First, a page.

A Republican president would undo President Obama’s actions on guns, climate, and a whole lot more
The stakes are higher than you might realize.
The stakes are higher than you might realize.
President Obama recently announced that he’s going to take executive action to strengthen background checks and make it harder for dealers to sell guns to criminals. That’s a commonsense step. And with more than 33,000 deaths from gun violence each year, it’s a badly needed one.
A year from now, a new president is going to walk into the Oval Office—and they can either keep working to prevent gun violence in America or rip away the progress that President Obama has made. And it’s not just gun violence prevention measures that are at stake—here are eight other things at risk of being ripped away if our next president is a Republican.
In the absence of congressional action, President Obama has used executive authority to tackle the urgent threat of climate change. He announced the first-ever limits on the amount of carbon pollution emitted from power plants. And his leadership made the the new international climate agreement in Paris possible. Not only would the United States’ commitment to cutting emissions be at risk if a Republican climate denier gets elected president—but the entire agreement could fall apart without active U.S. leadership and participation.
When Congress failed to pass both the DREAM Act and a comprehensive immigration reform bill, President Obama took executive action to let DREAMers (undocumented immigrants who entered the United States as children) and parents of U.S. citizens and lawful permanent residents remain in the United States. These executive actions, known as DACA and DAPA, would keep millions of families together—and every leading Republican presidential candidate wants to end them.
Nearly 5 million new American workers are set to receive overtime pay, thanks to new rules that guarantees overtime pay to most salaried workers earning less than an estimated $50,440. That’s a significant increase from the previous salary threshold of $23,660—a salary that’s below the poverty threshold for a family of four.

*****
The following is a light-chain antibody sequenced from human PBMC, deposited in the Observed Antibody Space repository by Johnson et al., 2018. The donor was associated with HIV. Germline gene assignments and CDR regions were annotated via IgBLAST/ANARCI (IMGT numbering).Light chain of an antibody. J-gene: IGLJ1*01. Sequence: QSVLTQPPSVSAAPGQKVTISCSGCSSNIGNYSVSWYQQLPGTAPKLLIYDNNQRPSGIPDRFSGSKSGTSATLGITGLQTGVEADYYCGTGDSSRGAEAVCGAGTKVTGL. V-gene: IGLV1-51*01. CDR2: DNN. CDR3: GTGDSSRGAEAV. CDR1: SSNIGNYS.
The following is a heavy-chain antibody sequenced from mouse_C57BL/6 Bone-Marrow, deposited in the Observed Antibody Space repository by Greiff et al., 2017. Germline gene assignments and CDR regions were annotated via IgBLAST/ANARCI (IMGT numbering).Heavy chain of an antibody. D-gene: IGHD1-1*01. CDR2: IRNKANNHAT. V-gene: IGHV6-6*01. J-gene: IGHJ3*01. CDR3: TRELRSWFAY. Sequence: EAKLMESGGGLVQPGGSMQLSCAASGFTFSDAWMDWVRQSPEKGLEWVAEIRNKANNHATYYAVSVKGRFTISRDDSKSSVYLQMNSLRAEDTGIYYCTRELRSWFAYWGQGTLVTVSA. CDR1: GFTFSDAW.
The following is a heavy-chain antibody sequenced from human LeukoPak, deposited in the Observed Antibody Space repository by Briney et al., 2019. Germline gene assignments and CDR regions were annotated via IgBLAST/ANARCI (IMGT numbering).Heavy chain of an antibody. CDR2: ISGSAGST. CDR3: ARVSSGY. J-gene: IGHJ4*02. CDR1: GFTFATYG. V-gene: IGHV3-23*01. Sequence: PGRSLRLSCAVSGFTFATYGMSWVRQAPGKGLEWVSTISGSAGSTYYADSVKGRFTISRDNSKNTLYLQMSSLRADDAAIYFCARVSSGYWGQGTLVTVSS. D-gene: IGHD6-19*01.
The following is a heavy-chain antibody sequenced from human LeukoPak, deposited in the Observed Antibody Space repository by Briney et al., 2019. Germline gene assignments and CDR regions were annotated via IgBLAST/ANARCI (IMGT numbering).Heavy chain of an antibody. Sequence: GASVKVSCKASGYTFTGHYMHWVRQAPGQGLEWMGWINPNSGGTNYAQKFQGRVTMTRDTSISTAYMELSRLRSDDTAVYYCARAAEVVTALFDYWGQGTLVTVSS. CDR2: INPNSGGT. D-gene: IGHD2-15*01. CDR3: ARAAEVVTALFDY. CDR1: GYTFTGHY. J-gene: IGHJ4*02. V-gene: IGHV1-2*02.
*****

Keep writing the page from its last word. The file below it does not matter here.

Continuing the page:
A historic nuclear deal will prevent Iran from ever obtaining a nuclear weapon—yet many Republican candidates have boasted they’ll tear it up a year into implementation. A Republican president would set us down the very path we’ve worked hard to avoid. Iran would be poised to get nearly everything it wants without giving up a thing: No restrictions on their nuclear program, no real warning if Tehran suddenly rushes toward building a bomb, and no more economic consequences—because the international economic sanctions would fall apart along with the nuclear deal.
Hillary understands that’s not leadership—it’s recklessness.
As millions of Americans can personally attest, student debt and the high cost of college are holding too many people back. That’s why President Obama acted to help millions of borrowers with direct student loans from the federal government by allowing them to cap their monthly payments at 10 percent of their income. And the Department of Education is currently changing its regulations to make a “pay as you earn” plan broadly available within the next year—which would benefit millions more. We need to do more to help students and their families afford higher education—not undo these important steps while the cost of college skyrockets.
Marriage equality was a historic victory—but the fight for full equality for LGBT Americans isn’t finished. President Obama has used executive authority to protect employment, housing, and health care for LGBT Americans—from adding gender identity to the federal anti-discrimination policy to prohibiting discrimination on the basis of sexual orientation and gender identity in all federally funded housing programs. And if you think a Republican president would maintain this progress, remember this: Every Republican running for president opposed the Supreme Court decision affirming marriage equality.
President Obama used an executive order to establish diplomatic relations with Cuba, change travel policies, and provide more opportunity and training for Cuba’s growing private sector. But most Republican candidates for president would go back to a failed policy of the past that limits Cuban Americans’ ability to travel to Cuba and support their family and friends and blocks American businesses that could help free enterprise take root on Cuban soil—a strategic error for the United States and a tragedy for millions of Cubans.
President Obama has signed executive orders raising wages, strengthening equal pay laws, and requiring paid sick leave for federal contractors, which will give 300,000 American workers up to seven days of paid sick leave each year. Unlike the Republican candidates running for president, Hillary will defend these actions—because she believes that raising incomes is the economic challenge of our time.